The truth is, I occupy because, while I was sipping my beer, I watched the Portland Police push a journalist away while she was covering a story. I watched the Portland Police order a journalist about, telling her where she could stand, and where she could point her camera. Though I may not have realized it yet, by the time I reached Jamison Square, I was already an Occupier, because I know one thing: the press is supposed to be autonomous from political authority. The press is not supposed to be restricted to an Orwellian “First Amendment zone.”
I occupy because my sacrosanct, supposedly-guaranteed First Amendment rights simply are not honored by the powers-that-be. And these rights are not “rights” because of government recognition, or even because they are written in the Constitution. The Constitution simply recognizes them (at least on paper). These rights exist because they are like my eyes, or my ears; I was born with them.
“Freedom is something you assume, then you wait for someone to take it away.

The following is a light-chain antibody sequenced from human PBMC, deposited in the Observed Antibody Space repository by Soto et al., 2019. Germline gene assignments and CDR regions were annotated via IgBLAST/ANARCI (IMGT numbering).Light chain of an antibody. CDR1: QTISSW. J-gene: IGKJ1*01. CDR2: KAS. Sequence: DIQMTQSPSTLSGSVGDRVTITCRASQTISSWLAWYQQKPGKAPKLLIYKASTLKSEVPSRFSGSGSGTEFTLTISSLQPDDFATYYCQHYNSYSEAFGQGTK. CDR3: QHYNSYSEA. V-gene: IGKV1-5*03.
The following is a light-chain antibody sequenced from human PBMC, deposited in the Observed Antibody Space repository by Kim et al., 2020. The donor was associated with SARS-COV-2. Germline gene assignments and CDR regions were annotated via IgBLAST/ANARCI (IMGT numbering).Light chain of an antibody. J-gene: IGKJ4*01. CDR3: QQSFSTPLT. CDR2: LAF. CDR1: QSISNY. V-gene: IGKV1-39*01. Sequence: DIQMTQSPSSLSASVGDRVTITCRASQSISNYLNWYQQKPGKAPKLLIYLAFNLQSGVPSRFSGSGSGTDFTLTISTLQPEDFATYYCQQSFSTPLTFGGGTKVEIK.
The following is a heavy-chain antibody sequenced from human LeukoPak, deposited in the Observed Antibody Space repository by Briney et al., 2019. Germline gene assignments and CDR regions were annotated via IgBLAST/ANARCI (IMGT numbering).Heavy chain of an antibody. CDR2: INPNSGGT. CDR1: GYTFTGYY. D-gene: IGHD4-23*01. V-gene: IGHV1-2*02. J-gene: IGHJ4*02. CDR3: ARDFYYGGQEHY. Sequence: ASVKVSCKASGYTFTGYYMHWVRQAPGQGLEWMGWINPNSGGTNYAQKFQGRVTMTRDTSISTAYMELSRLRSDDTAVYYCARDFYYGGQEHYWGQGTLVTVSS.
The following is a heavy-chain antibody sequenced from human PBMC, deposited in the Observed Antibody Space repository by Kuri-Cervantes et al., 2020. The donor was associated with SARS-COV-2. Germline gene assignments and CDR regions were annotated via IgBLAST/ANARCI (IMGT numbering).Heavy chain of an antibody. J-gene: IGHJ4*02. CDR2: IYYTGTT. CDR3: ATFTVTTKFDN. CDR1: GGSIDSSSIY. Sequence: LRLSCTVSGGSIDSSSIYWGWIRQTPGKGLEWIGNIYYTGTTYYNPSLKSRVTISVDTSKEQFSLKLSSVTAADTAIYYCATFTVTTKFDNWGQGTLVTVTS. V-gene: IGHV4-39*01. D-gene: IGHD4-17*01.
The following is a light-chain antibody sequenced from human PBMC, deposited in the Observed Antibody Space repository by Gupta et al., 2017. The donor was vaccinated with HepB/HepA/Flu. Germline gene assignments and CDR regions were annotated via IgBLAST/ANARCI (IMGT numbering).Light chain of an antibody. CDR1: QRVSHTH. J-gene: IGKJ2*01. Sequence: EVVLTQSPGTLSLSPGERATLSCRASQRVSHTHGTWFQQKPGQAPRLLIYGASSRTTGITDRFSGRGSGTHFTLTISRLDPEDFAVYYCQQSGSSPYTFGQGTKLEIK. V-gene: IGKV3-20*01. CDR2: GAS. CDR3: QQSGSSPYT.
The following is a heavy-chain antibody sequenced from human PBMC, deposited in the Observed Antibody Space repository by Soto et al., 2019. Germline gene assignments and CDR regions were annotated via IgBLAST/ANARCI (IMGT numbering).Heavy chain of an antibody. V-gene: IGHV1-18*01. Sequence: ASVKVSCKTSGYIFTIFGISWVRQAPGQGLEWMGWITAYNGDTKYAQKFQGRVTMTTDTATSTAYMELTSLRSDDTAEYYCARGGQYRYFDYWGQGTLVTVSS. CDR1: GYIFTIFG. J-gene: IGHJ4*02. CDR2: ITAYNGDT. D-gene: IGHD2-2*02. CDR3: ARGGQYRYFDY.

The degree to which you resist is the degree to which you are free.”
– Utah Phillips
I occupy in order to assert my rights. As a member of the OPDXLive.org Livestream team, I engage in the radical activism of replacing the corporate propaganda media with 24-hour unedited truth – warts, beauty, and all. I feel truly lucky, to exist in the right place and time to help provide the coverage that has propelled the Occupy movement into a global phenomenon, with an unprecedented global media network. Never before has a movement for social change wielded this power. Never before has a movement had the capacity to be so inclusive, to so many.
No matter the tyranny that tries to silence the truth – an authoritarian government, a lawless chain of command, or even a consensus body that has forgotten that some rights are not left up to a vote – I occupy because the revolution that I am a part of, is the true story of what was.
The opinions reflected in this article are solely my own, and do not reflect any official stance of the OPDXLive.org Livestream team. So there.